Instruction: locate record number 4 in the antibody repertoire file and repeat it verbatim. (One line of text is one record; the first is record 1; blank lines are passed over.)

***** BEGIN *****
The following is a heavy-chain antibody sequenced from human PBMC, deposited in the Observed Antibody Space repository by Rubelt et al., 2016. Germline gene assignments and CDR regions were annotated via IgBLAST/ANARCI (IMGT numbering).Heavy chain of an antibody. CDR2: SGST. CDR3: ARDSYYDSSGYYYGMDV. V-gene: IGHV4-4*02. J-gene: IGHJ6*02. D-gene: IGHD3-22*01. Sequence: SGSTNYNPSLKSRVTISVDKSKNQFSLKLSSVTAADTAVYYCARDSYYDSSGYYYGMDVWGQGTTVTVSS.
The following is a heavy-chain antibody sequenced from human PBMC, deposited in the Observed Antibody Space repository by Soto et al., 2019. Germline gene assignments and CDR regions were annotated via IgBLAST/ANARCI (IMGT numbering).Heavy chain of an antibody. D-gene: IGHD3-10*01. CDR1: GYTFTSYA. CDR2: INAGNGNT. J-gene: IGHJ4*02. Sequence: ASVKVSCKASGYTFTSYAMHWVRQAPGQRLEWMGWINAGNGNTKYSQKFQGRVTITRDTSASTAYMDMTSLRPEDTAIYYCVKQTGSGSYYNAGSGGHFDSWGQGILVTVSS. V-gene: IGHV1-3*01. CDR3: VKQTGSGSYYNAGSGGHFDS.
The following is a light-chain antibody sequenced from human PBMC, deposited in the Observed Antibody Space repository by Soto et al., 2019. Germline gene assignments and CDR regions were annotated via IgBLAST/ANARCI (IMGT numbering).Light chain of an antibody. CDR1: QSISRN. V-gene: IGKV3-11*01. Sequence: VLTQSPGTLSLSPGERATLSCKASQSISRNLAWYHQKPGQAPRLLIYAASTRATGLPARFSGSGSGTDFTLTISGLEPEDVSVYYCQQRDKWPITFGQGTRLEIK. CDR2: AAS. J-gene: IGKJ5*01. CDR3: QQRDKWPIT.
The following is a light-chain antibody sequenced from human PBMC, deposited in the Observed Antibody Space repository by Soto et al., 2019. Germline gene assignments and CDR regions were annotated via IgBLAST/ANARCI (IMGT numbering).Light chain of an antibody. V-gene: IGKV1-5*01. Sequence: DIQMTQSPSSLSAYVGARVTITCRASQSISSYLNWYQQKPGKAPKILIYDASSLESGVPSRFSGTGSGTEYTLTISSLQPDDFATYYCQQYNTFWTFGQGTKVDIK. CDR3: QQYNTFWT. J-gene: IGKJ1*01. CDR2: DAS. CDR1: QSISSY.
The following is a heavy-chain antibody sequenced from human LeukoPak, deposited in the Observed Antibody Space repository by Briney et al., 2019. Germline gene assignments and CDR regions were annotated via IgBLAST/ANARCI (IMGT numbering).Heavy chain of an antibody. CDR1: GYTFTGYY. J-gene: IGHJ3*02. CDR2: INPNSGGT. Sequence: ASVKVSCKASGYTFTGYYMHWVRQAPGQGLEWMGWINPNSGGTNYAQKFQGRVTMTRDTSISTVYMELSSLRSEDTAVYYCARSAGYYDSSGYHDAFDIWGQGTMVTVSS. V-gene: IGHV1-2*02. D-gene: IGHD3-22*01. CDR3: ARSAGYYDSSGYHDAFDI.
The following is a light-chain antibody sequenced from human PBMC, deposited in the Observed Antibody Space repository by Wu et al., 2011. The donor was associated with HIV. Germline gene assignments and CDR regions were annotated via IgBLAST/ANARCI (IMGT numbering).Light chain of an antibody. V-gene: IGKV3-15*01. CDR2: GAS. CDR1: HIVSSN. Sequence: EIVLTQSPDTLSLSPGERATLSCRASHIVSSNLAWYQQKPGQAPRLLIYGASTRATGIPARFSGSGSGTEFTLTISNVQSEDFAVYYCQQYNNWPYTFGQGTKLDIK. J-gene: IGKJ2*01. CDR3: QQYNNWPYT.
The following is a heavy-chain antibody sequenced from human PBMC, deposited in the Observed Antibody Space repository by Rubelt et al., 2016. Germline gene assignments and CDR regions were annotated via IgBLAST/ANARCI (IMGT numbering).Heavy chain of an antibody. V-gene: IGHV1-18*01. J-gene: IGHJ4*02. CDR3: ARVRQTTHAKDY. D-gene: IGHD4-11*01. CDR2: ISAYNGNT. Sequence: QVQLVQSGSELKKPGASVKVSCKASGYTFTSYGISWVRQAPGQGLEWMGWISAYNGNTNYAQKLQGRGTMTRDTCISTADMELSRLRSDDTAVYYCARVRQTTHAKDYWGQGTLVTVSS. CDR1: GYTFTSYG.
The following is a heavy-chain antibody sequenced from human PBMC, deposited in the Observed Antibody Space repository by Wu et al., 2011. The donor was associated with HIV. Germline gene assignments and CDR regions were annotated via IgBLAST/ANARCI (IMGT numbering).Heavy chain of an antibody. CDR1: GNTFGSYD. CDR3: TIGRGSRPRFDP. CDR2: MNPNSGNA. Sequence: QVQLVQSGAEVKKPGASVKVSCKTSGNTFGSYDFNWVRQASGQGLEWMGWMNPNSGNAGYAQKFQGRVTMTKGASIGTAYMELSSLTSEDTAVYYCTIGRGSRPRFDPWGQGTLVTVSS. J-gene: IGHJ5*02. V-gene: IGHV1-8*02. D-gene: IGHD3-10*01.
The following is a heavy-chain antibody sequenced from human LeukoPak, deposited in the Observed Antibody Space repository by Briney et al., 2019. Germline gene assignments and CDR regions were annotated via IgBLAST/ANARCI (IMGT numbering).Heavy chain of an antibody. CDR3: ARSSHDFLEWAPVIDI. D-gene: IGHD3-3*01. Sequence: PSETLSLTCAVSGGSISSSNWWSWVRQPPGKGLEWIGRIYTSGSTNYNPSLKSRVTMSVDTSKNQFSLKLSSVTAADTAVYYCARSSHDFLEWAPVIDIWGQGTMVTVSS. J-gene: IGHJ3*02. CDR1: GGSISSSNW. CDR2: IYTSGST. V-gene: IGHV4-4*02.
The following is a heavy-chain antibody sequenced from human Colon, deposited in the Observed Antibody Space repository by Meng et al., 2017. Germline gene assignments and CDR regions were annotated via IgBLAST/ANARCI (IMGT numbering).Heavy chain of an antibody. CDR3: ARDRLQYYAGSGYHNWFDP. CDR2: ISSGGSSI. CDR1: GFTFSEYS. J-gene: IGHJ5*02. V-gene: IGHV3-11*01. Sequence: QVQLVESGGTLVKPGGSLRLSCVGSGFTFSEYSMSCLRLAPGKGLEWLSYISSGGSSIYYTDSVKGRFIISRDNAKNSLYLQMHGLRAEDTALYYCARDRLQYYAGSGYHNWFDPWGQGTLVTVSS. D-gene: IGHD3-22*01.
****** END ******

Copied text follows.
The following is a light-chain antibody sequenced from human PBMC, deposited in the Observed Antibody Space repository by Soto et al., 2019. Germline gene assignments and CDR regions were annotated via IgBLAST/ANARCI (IMGT numbering).Light chain of an antibody. V-gene: IGKV1-5*01. Sequence: DIQMTQSPSSLSAYVGARVTITCRASQSISSYLNWYQQKPGKAPKILIYDASSLESGVPSRFSGTGSGTEYTLTISSLQPDDFATYYCQQYNTFWTFGQGTKVDIK. CDR3: QQYNTFWT. J-gene: IGKJ1*01. CDR2: DAS. CDR1: QSISSY.